By Darya Soufian
A 2021 Ryerson disability studies graduate has launched a new organization in an effort to cater to the different needs of individuals with disabilities.
BeyondAbilities provides a wide range of programs and services for all age groups, as well as for specific needs of different disabilities.
Some of the programs include online English as a Second Language (ESL) classes, tutoring, resume building, support for mothers with disabilities and more. All of BeyondAbilities programming is provided virtually, not only due to the pandemic but also for accessibility and to protect immunocompromised people in the disabled community.
The programs are run by experts with lived experiences and knowledge about disability studies.
During the pandemic, BeyondAbilities founder Ghofran Alyass said she discovered that her community has faced isolation as a result of not being able to engage in activities with each other.
“We can often be tempted to go outside and forget about the virus but that’s not a decision I want others in my community to make,” said Alyass.
Alyass has a physical disability and is a wheelchair user, which has helped her understand the needs of others with disabilities.
From her own experience and from what she heard from her peers in the program, students found it difficult to find someone who could support them in order to reach their goals.
“Finding someone who has knowledge on the subject of disability is a challenge,” said Alyass. “We need someone who will take in the needs of someone with a disability and their diverse learning styles.”
Up until Alyass’ graduation this year, her idea for BeyondAbilities loomed in her mind. However, it quickly began to unfold as she reflected on her experience in the disability studies program such as her lack of support as a student with a disability. The day after her convocation, she started building the website and moved forward with registering the business.
“It was an idea that was tossing and turning in my head for years and I wanted to be able to commit time to this,” she said. “Investing in services for people with disabilities takes a lot of time and energy.”
The organization’s mission outlines how equity, diversity and inclusion play a part in its interactions with people with disabilities.
“It is created based on the principles of equity, diversity and inclusion, which we work toward at BeyondAbilities on a daily basis to make a difference in the lives of people with disabilities,” said Alyass.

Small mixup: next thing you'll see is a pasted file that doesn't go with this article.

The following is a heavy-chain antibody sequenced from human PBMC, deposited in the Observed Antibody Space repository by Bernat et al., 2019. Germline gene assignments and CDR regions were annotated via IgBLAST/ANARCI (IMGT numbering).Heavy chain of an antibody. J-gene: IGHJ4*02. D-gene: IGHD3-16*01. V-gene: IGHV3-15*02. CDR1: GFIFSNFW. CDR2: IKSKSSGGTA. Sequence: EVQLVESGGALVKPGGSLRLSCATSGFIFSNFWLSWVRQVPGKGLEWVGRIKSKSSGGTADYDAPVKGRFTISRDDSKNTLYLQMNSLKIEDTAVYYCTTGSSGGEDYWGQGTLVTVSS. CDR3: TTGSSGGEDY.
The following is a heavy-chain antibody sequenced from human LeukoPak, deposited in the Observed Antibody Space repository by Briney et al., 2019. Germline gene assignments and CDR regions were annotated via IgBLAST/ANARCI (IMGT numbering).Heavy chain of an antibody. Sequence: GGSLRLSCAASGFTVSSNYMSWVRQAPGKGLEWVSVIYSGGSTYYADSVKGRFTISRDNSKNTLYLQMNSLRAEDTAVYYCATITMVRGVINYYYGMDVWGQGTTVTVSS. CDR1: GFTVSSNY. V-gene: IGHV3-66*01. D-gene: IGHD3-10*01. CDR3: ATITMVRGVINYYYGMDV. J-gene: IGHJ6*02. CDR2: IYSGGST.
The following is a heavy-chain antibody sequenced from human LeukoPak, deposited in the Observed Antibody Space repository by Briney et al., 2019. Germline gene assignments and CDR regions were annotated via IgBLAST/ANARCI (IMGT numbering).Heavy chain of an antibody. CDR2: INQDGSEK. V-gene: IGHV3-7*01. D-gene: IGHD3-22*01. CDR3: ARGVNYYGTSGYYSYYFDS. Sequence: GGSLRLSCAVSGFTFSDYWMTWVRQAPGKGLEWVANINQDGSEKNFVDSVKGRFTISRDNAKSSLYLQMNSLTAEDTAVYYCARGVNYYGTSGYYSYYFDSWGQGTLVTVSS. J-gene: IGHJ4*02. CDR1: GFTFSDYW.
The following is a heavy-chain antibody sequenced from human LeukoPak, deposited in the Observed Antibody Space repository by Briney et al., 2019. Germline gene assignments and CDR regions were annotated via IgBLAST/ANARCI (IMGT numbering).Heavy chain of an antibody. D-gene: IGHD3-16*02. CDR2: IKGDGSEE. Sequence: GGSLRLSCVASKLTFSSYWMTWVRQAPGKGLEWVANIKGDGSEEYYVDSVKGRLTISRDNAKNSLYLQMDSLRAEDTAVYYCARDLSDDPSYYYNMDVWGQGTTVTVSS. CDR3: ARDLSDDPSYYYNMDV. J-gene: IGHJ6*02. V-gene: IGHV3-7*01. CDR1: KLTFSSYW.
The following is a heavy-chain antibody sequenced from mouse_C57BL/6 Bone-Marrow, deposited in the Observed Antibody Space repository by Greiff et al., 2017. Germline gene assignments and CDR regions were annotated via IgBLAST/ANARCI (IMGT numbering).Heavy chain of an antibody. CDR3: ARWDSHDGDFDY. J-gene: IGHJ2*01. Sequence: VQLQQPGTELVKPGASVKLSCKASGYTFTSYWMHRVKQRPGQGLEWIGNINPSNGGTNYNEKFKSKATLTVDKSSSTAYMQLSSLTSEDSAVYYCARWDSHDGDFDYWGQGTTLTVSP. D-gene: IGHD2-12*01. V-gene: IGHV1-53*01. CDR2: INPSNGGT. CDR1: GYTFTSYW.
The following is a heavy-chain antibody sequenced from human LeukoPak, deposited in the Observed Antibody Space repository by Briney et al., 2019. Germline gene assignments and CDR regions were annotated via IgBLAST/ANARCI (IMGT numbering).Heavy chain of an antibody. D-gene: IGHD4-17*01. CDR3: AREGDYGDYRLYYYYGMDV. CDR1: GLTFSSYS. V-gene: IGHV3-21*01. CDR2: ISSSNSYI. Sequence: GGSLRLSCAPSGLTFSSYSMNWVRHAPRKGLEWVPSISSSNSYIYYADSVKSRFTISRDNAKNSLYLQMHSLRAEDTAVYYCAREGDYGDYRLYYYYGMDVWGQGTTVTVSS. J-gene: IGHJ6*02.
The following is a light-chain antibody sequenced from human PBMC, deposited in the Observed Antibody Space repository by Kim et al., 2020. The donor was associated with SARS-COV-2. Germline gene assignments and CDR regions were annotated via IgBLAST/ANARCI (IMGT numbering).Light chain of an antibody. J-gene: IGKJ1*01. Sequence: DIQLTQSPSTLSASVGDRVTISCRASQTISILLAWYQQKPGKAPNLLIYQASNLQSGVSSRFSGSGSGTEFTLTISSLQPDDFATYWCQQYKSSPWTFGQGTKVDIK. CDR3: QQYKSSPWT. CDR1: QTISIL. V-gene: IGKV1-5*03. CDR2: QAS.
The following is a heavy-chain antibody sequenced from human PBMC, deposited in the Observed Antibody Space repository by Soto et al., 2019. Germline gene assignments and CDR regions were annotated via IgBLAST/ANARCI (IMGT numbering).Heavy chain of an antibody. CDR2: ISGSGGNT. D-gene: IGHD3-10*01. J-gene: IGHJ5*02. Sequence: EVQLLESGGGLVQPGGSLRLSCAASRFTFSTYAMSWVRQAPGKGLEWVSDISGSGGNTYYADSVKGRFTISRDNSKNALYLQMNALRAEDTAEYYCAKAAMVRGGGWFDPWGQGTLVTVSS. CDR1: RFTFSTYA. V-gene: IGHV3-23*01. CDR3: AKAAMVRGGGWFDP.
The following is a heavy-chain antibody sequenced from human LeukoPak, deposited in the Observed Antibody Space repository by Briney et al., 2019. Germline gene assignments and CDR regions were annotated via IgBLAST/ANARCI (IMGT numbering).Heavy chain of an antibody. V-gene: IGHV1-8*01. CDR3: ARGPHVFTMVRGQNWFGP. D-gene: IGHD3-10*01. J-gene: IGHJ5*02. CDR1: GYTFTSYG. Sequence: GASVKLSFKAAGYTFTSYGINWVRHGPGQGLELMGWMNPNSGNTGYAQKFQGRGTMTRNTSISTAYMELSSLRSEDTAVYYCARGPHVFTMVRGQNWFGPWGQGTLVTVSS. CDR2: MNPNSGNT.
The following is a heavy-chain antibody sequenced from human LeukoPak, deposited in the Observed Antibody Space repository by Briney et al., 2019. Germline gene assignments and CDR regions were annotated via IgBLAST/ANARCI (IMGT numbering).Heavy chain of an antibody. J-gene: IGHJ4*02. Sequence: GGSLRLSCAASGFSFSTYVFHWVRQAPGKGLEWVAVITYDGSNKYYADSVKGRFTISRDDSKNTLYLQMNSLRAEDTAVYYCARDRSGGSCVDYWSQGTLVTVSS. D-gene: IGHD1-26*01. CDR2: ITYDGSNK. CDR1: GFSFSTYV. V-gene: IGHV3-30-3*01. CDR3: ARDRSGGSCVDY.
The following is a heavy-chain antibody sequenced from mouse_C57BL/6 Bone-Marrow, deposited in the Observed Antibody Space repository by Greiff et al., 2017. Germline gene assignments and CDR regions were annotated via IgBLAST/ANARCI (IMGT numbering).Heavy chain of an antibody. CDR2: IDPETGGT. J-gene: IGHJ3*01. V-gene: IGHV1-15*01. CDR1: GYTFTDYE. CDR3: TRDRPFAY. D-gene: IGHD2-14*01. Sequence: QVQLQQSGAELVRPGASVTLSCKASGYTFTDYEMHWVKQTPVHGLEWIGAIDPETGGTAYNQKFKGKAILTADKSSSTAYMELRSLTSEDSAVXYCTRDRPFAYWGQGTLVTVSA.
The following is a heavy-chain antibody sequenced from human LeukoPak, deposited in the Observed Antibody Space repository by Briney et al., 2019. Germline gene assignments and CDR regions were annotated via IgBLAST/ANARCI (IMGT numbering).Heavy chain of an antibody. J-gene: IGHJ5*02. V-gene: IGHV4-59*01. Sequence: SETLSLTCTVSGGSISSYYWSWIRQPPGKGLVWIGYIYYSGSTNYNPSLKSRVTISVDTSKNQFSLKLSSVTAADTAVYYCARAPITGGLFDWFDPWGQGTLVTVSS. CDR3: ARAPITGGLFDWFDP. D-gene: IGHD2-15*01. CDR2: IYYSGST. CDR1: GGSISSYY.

“Finding someone who has knowledge on the subject of disability is a challenge”
“Our focus is on all these principles but especially on inclusion because we believe people with disabilities are people first and deserve to be included in all aspects of this society.”
Although BeyondAbilities is not affiliated with Ryerson, Alyass still continues to support the school community with specially-designed programs to help students with disabilities reach their full potential.
“Ryerson did have tutoring and writing support that was offered virtually but there is so much more that can be done in terms of providing that service,” said Alyass.
She said she booked numerous online writing support appointments through the Learning Support program at Ryerson, but they put strict time restraints on the appointments and didn’t make full use of the allotted time, often calling her or joining Zoom calls 15 minutes late.
“The only explanation I would get is ‘that’s the way we work.’ I didn’t get my full time or the support I needed so I found that to be very stressful. I felt alone at times.”
As Alyass pursues her masters in social justice education at the Ontario Institute for Studies in Education, she hopes people can see the “ability within the disability.”
“I want to shift away from that narrative of struggle and sadness because there is so much that is enriching in being a person with disabilities. We have so much to contribute and so much to share. It’s just a matter of being given the opportunity,” she said.
BeyondAbilities started a GoFundMe to support the access fund they’ve created to help students register for school programs they otherwise wouldn’t be able to afford.
“To me, it’s beyond just numbers and it’s beyond telling me how much you need this. I want to know what kind of difference this program they’re registering for will make in their life.”
Andrew Smith, co-president of Ryerson Best Buddies, an affiliate group that helps students with disabilities form friendships, said he hadn’t heard of an organization like BeyondAbilities until recently.
Smith, who has White-Sutton syndrome, a form of autism, said he is interested in applying to the BeyondAbilities access fund to help him register for a program he likes.
The criteria to apply, which can be found on BeyondAbilities’ website, requires applicants to have a limited income of less than $25,000 a year or receive social assistance to be able to apply for monetary support.